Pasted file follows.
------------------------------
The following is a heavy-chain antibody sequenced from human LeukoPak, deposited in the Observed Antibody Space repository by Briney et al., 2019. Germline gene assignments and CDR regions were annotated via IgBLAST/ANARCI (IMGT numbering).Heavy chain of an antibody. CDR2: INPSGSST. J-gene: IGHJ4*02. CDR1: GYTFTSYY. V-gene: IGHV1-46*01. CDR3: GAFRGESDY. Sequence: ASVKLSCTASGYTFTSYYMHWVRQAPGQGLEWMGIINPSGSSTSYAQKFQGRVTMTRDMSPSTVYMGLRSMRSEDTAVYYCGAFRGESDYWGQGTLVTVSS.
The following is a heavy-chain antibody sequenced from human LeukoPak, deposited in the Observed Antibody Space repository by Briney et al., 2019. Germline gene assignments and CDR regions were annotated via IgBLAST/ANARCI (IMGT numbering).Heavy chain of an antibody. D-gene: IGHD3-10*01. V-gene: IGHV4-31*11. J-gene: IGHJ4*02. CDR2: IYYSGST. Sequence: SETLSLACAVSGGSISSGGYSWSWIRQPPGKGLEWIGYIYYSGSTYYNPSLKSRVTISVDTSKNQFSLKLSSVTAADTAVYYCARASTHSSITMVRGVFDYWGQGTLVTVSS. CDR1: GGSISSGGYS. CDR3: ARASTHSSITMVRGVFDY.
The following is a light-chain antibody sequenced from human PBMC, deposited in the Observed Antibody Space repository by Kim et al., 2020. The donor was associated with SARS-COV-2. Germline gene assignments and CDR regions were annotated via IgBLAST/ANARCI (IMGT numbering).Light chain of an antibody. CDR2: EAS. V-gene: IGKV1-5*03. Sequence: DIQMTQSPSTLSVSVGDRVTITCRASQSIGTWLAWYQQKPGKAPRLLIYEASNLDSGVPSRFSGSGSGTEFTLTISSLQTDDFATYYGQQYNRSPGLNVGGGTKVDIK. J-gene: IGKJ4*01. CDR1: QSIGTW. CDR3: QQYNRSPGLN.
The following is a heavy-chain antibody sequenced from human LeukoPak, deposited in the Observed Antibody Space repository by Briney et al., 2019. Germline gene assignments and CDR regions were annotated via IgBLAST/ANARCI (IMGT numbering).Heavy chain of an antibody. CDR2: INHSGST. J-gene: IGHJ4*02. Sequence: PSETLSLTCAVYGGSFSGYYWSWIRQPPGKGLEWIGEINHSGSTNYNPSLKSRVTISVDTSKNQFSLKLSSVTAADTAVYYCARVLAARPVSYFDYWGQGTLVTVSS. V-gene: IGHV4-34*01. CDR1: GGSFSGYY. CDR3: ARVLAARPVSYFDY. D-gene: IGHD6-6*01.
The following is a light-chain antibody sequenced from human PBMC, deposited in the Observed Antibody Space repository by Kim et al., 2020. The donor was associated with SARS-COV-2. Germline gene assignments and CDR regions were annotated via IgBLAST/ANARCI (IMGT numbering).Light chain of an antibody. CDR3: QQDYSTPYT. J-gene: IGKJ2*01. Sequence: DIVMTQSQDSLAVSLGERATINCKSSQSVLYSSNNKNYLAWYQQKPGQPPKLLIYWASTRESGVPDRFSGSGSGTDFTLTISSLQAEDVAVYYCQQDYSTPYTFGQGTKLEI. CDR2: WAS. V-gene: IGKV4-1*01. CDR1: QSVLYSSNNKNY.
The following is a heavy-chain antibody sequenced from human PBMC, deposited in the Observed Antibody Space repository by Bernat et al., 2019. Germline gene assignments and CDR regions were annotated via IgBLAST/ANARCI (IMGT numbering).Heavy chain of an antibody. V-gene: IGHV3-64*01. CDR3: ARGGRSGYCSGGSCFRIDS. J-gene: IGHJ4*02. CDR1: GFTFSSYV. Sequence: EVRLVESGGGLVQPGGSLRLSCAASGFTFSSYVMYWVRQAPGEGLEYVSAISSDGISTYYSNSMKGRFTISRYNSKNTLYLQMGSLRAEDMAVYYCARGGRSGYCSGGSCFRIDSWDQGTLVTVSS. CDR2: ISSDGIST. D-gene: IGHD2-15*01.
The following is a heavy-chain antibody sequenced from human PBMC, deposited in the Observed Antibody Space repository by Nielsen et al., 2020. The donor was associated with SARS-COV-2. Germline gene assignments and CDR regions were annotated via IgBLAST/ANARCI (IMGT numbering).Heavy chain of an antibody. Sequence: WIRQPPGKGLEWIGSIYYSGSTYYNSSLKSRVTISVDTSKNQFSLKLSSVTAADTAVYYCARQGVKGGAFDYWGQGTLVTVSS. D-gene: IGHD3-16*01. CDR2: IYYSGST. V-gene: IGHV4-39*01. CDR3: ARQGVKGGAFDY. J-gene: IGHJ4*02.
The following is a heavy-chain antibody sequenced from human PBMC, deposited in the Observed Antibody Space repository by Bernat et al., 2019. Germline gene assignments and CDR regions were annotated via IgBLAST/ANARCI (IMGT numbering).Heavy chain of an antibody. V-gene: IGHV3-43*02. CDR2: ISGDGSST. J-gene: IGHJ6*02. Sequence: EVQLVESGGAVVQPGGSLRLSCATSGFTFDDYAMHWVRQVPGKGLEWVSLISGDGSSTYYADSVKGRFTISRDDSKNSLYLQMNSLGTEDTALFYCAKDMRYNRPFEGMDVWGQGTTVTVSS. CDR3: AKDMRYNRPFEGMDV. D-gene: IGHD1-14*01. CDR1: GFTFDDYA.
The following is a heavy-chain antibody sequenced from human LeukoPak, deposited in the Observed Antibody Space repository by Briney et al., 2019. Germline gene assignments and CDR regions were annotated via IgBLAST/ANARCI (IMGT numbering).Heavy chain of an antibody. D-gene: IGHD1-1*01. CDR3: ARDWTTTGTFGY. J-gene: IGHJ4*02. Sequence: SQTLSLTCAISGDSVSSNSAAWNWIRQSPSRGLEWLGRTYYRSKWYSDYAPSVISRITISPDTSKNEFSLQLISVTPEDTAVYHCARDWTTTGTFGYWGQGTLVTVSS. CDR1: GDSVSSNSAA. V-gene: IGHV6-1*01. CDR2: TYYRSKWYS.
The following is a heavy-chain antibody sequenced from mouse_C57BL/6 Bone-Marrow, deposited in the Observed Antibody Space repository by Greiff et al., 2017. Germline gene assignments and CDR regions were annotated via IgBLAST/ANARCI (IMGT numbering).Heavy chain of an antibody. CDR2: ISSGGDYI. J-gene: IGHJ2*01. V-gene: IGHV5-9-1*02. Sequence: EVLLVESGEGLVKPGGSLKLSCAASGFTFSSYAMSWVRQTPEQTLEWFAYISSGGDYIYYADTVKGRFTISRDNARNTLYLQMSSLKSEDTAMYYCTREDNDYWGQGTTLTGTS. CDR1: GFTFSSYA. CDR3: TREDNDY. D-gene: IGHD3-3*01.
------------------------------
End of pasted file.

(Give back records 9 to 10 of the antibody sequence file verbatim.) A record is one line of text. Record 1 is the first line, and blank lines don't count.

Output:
The following is a heavy-chain antibody sequenced from human LeukoPak, deposited in the Observed Antibody Space repository by Briney et al., 2019. Germline gene assignments and CDR regions were annotated via IgBLAST/ANARCI (IMGT numbering).Heavy chain of an antibody. D-gene: IGHD1-1*01. CDR3: ARDWTTTGTFGY. J-gene: IGHJ4*02. Sequence: SQTLSLTCAISGDSVSSNSAAWNWIRQSPSRGLEWLGRTYYRSKWYSDYAPSVISRITISPDTSKNEFSLQLISVTPEDTAVYHCARDWTTTGTFGYWGQGTLVTVSS. CDR1: GDSVSSNSAA. V-gene: IGHV6-1*01. CDR2: TYYRSKWYS.
The following is a heavy-chain antibody sequenced from mouse_C57BL/6 Bone-Marrow, deposited in the Observed Antibody Space repository by Greiff et al., 2017. Germline gene assignments and CDR regions were annotated via IgBLAST/ANARCI (IMGT numbering).Heavy chain of an antibody. CDR2: ISSGGDYI. J-gene: IGHJ2*01. V-gene: IGHV5-9-1*02. Sequence: EVLLVESGEGLVKPGGSLKLSCAASGFTFSSYAMSWVRQTPEQTLEWFAYISSGGDYIYYADTVKGRFTISRDNARNTLYLQMSSLKSEDTAMYYCTREDNDYWGQGTTLTGTS. CDR1: GFTFSSYA. CDR3: TREDNDY. D-gene: IGHD3-3*01.